Have you ever been with an account that has money but are unable to access it? Put differently, has someone ever called you with an emergency that needs money? You may even have the money but are unable to send it to this person because of the absence of a transfer system?
A few years ago, a Ugandan was faced with such a problem (had money but was unable to send it to his friend who had an emergency), and got frustrated. But from the frustration, something good was born. Together with his peers, he developed Money Sent – a mobile app that allows both individuals and companies to connect conveniently in order to send, receive and coordinate efforts involving money.
“Together with my team, we developed an application that allows people to send and receive money. The reason why I created Money Sent was because one time ago, when I wanted to send money to my friend in America and wanted to do MoneyGram online; I signed up successfully at MoneyGram online but unfortunately I couldn’t send money to another person using MoneyGram online because I was a Ugandan. So, I was like Uganda needs something international; a solution that anyone can use to send and receive money regardless of their nationality. I thought of something that would be cheaper and convenient for everyone,” said James Mukasa, the Money Sent Founder and CEO, adding;
“It has been more than a year since we started and we have been growing well. The reason why we are called Money Sent is that it is in the past. The moment you click send; money has already been sent. It is instantaneous and secure. We are serving more than 3,000 customers right now. We have 497 agents around the country. We have done more than UGX 1 billion in transactions.”
Money Sent is bridging the gap between the banked and unbanked as no bank account is necessary to send or receive money using this system. The Application is built with online banking level security, meaning that the security of the application, transactions, data, and information of clients is guaranteed. It relies on principles that govern remittances worldwide and is compliant with AML (Anti-Money Laundering) standards. The Money Sent system is built on strong security standards, and prevents criminals from using the system for their selfish gains and nefarious interests.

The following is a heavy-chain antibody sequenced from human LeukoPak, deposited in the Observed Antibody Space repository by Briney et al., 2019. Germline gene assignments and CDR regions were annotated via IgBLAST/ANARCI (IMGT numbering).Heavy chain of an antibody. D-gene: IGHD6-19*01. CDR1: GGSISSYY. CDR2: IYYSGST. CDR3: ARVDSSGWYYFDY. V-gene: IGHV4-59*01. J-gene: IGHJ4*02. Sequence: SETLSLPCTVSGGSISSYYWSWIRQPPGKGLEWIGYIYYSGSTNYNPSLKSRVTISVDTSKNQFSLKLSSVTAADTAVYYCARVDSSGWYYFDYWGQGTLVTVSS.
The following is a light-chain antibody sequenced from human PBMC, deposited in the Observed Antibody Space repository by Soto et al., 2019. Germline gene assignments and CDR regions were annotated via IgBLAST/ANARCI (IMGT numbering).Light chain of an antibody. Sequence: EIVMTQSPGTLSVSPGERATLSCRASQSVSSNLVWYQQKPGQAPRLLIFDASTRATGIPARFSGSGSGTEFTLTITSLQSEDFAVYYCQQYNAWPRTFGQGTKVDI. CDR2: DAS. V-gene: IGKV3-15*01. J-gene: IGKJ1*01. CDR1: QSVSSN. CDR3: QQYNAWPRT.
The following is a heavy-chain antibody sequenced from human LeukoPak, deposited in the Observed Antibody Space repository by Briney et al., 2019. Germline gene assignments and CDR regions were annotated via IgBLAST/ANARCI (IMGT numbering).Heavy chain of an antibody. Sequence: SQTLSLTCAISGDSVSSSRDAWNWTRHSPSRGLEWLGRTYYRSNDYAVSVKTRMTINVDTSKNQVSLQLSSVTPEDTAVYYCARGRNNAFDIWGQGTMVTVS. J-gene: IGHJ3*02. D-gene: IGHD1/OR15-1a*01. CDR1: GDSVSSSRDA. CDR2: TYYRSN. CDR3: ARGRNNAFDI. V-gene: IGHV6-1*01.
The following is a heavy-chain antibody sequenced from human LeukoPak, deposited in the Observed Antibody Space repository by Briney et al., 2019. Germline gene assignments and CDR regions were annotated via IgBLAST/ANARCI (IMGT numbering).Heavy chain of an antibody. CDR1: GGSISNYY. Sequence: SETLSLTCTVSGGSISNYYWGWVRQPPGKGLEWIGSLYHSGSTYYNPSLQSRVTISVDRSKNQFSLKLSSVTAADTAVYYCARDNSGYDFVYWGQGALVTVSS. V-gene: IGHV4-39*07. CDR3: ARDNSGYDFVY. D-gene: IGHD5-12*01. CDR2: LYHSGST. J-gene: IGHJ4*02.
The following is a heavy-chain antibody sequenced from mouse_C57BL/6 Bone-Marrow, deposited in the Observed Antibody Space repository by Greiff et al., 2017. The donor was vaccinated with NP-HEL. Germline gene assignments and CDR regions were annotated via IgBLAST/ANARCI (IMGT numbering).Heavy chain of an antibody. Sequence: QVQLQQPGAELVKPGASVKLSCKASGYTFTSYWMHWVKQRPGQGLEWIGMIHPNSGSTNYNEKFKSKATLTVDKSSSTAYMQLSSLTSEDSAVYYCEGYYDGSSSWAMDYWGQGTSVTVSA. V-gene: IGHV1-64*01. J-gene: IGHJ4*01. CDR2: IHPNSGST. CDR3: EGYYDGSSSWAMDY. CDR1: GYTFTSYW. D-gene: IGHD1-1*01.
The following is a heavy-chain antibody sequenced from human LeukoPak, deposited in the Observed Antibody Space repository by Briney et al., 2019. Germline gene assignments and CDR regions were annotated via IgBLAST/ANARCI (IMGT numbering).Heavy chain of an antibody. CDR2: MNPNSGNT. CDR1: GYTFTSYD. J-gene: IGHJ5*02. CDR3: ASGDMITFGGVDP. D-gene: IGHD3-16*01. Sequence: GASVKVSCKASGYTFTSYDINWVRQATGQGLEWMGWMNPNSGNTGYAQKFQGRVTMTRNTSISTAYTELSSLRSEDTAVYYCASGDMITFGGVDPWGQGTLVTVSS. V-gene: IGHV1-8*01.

This online payment system addresses not only the challenges of the fees charged, delays and tediousness of remittance processes, but also promotes targeted investment.
But even with the platform picking up well, Mr. Mukasa nonetheless decries the high charges levied by the telecoms which make business very hard for other stakeholders.
“Most of the unbanked people use MTN and Airtel. When our customers are adding more on Money Sent, the telecoms charge two percent or more yet the client expects to get the money as they have deposited it yet Money Sent has received lower thanks to these charges. This is a very big challenge. There should be togetherness in everything we do because Uganda is too big for only MTN and Airtel,” Mukasa explained.
Money Sent is the fourth participant in this year’s 40 Days 40 FinTechs initiative.
Now in its third edition, #40Days40FinTechs has quickly grown into one of the world’s premier showcase events for the innovations that are enabling ever more people to join the digital economy space. That is surely going to remain the case, in large part due to the inspiration and collaboration that our partners; Level One Project, Mojaloop, ModusBox, and Crosslake Technologies generate, but mostly because of the continuing generous support of the Gates Foundation.
Digital Innovators and FinTechs around East Africa should be more eager to embrace 40 Days 40 FinTechs as Season three will cover physical destinations in Uganda, Kenya, Tanzania, Burundi and Rwanda.
Run under HiPipo’s Include Everyone program that also encompasses other initiatives such as FinTech Landscape Exhibition, Women in FinTech Hackathon, Summit & Incubator and the Digital and Financial Inclusion Summit and Digital Impact Awards Africa; the #40Days40FinTechs platform aptly provides a setting for the various players and stakeholders involved in digital and financial technology to exhibit their products & Services and also share their ideas on how more of us, especially those unserved and underserved by the present financial systems, can be brought into the fold.
The 40 Days 40 FinTechs initiative offers participants useful tools and an introduction to industry’s emerging technologies, such as Mojaloop Open Source Software, and guidance from Level One Project foundational material. The skills gained from this initiative cover Level One Project Principles, Instant and Inclusive Payment Systems (IIPS), Inclusive Finance and FinTech in general.
According to HiPipo CEO Innocent Kawooya, this year’s edition will cement achievements of the previous editions – where over 60 FinTechs have been transformed – but also build on them to leverage digital financial inclusion in East Africa and beyond. “As HiPipo, our extensive effort and advocacy is partly for the intention of championing digital innovation and interoperable instant and inclusive payment systems (IIPS) in Africa to a point where our innovators enjoy and achieve sound profit margins to help them keep designing and deploying affordable and inclusive financial services for the poor,” Kawooya said.